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Appendix: Alfvénic Travel Time in the Magnetosphere

This travel time of an Alfvén wave from one point to another on the same field line is
\begin{displaymath}
\tau = \int_{s_{1}}^{s_{2}} \frac{ds}{v_{A}}
= \int_{s_{1}}^{s_{2}} \frac{\sqrt{\mu_{0} \rho (s)}}{B(s)} ds\end{displaymath} (2)

In the following calculations we will adopt the model of a hydrogen plasma with a density distribution that varies as
\begin{displaymath}
\rho = m_{p} n = m_{p} n_{0} \left( \frac{r_{0}}{r} \right)^{m}\end{displaymath} (3)
where r0 is the geocentric distance to the equatorial crossing point of the field line under consideration, and n0 is the proton number density at r0. Since $ r = r_{0} \cos^{2} \theta $for a dipole field line, the number density varies along the field line as $ n = n_{0} \sin^{-2 m} \theta $.The background magnetic field varies along the field line as
\begin{displaymath}
B(r, \theta) = \frac{mu_{0} M}{4 \pi {r_{0}}^{3}}
 \frac{\left( 1 + 3 \sin^2 \theta \right)^{1/2}}{\cos^{6} \theta}\end{displaymath} (4)
where M is the Earth's magnetic moment $ 8 \times 10^{22} \rm\;A\,m^2 $.

Consider an Alfvén wave that travels from the spacecraft location following the field line to the ionosphere and travels back through the same path. The latitude at the foot of the field line on the ionosphere is $ \theta_N = \cos^{-1} \sqrt{1/L} $ or $ \theta_S = - \cos^{-1} \sqrt{1/L} $depending on the ionosphere of concern. Therefore the travel time is

where $ ds = \sqrt{r^2 + \left( \frac{dr}{d\theta} \right)^2} d\theta $, or
\begin{displaymath}
\tau_S = 1.9 \times 10^{-5} {n_0}^{1/2} L^4
 \int_{\theta_S}^{\theta_{SC}} \cos^{7-m} \theta d\theta\end{displaymath} (5)

It should be noted that the above calculation can only be considered as a rough estimate of the Alfvénic travel time. First of all, the magnetospheric field at larger L shells deviates from the dipole model. Another reason, which might be even more serious, is that the power law density model as used in the calculation is a crude estimation. The m value in the density model can range from 0 to 6 [cf. Cummings et al., 1969]. For m = 3, (A4) or (A5) can also be written as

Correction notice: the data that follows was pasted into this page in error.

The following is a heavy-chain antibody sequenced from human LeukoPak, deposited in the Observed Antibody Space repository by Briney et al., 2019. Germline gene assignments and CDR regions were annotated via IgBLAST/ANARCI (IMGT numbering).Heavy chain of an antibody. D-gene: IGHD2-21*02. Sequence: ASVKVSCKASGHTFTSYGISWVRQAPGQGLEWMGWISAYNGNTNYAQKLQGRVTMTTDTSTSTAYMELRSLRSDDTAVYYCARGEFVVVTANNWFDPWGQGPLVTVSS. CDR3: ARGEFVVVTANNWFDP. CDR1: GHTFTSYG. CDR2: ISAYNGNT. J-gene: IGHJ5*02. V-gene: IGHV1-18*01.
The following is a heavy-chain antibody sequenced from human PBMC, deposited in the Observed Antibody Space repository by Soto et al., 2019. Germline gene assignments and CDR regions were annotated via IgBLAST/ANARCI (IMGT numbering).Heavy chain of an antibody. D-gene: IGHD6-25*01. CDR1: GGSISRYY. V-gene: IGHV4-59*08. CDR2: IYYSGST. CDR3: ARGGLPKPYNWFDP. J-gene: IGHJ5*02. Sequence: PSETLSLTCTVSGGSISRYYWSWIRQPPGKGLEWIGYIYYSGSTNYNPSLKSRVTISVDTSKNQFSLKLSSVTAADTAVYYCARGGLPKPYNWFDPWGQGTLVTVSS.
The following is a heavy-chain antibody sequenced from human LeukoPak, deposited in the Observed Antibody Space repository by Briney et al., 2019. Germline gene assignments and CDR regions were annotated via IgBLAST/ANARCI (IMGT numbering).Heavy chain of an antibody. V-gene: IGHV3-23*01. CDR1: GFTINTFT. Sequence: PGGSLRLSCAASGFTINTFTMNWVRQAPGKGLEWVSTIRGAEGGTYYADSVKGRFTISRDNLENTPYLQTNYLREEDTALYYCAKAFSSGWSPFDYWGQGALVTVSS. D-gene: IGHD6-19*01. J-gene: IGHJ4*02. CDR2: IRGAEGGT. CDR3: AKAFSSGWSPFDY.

\begin{displaymath}
\tau = 1.9 \times 10^{-5} {n_0}^{1/2} L^4
 \left[ \frac{3 \t...
 ...)}{4}
 + \frac{\sin(4\theta)}{32} \right]_{\theta_1}^{\theta_2}\end{displaymath} (6)

We are indebted to C. A. Cattell at University of Minnesota, Minneapolis, for providing the ISEE 1 electric field data. One of us (P. J. C.) is grateful to M. G. Kivelson, R. J. Strangeway, and G. Le at IGPP, UCLA for their helpful comments. This work is supported by the National Aeronautics and Space Administration under grants NAGW-3974 and NAG 5-3171, and by the National Science Foundation under grant ATM 96-23163.

The Editor thanks W. J. Hughes and K. Takahashi for their assistance in evaluating this paper.




 
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\begin{planotable}
{ccc}
\tablecaption{Number of Poynting Flux Samples
in the No...
 ...pace & 59 & 51 \nl
Magnetic latitude $ < 0\deg $\space & 17 & 14\end{planotable}


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Next: About this document ... Up: Phase skipping and Poynting Previous: Conclusions